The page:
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Sci Rep. 2016 Feb 26;6:22145. doi: 10.1038/srep22145.

Synergistic Processing of Biphenyl and Benzoate: Carbon Flow Through the Bacterial Community in Polychlorinated-Biphenyl-Contaminated Soil.

Author information

1
Institute of Arctic Biology, University of Alaska Fairbanks, Fairbanks, AK, USA.
2
Department of Biochemistry and Microbiology, Faculty of Food and Biochemical Technology, University of Chemistry and Technology, Prague, Czech Republic.

Abstract

Aerobic mineralization of PCBs, which are toxic and persistent organic pollutants, involves the upper (biphenyl, BP) and lower (benzoate, BZ) degradation pathways. The activity of different members of the soil microbial community in performing one or both pathways, and their synergistic interactions during PCB biodegradation, are not well understood. This study investigates BP and BZ biodegradation and subsequent carbon flow through the microbial community in PCB-contaminated soil. DNA stable isotope probing (SIP) was used to identify the bacterial guilds involved in utilizing (13)C-biphenyl (unchlorinated analogue of PCBs) and/or (13)C-benzoate (product/intermediate of BP degradation and analogue of chlorobenzoates). By performing SIP with two substrates in parallel, we reveal microbes performing the upper (BP) and/or lower (BZ) degradation pathways, and heterotrophic bacteria involved indirectly in processing carbon derived from these substrates (i.e. through crossfeeding). Substrate mineralization rates and shifts in relative abundance of labeled taxa suggest that BP and BZ biotransformations were performed by microorganisms with different growth strategies: BZ-associated bacteria were fast growing, potentially copiotrophic organisms, while microbes that transform BP were oligotrophic, slower growing, organisms. Our findings provide novel insight into the functional interactions of soil bacteria active in processing biphenyl and related aromatic compounds in soil, revealing how carbon flows through a bacterial community.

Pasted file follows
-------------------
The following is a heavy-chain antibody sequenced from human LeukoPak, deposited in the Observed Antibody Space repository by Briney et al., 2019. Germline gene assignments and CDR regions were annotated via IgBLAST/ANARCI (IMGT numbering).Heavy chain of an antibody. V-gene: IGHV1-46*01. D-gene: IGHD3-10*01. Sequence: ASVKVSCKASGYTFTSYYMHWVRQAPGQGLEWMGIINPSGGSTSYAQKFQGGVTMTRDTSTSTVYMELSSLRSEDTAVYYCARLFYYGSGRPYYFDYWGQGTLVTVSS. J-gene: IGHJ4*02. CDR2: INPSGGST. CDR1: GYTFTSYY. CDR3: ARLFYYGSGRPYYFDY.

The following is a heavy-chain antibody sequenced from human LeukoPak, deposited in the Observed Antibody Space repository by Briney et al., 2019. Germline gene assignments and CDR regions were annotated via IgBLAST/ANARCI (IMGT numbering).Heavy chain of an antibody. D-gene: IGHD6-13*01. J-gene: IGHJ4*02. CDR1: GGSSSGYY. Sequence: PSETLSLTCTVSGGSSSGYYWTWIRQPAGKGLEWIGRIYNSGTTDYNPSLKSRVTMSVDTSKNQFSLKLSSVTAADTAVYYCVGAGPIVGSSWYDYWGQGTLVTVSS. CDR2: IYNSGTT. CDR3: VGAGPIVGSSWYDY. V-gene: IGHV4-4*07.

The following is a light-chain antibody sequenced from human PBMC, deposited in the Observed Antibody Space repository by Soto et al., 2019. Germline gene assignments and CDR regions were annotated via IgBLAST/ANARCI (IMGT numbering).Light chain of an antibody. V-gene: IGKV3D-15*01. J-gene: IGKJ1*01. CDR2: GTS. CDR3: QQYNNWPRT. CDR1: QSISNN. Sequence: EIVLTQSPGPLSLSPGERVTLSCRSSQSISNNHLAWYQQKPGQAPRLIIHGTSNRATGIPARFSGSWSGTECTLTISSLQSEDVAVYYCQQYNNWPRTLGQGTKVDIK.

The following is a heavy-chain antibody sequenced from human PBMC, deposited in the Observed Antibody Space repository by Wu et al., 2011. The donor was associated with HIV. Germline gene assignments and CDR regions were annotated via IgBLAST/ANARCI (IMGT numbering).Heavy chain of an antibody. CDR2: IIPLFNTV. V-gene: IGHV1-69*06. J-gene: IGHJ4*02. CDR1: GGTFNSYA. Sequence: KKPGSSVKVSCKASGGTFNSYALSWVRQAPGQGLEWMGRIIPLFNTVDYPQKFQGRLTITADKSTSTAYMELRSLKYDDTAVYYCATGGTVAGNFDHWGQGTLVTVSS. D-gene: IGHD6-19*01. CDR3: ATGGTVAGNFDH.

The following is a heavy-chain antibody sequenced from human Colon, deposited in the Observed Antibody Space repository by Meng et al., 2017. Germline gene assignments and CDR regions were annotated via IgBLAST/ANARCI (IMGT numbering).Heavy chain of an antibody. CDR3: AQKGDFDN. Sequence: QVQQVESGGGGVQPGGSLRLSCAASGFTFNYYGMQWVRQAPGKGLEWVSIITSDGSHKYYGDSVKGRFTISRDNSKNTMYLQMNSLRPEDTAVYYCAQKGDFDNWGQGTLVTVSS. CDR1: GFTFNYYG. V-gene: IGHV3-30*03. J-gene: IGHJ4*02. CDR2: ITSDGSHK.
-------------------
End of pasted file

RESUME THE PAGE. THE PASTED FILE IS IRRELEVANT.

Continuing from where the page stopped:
PMID:
26915282
PMCID:
PMC4768254
DOI:
10.1038/srep22145
[Indexed for MEDLINE]
Free PMC Article

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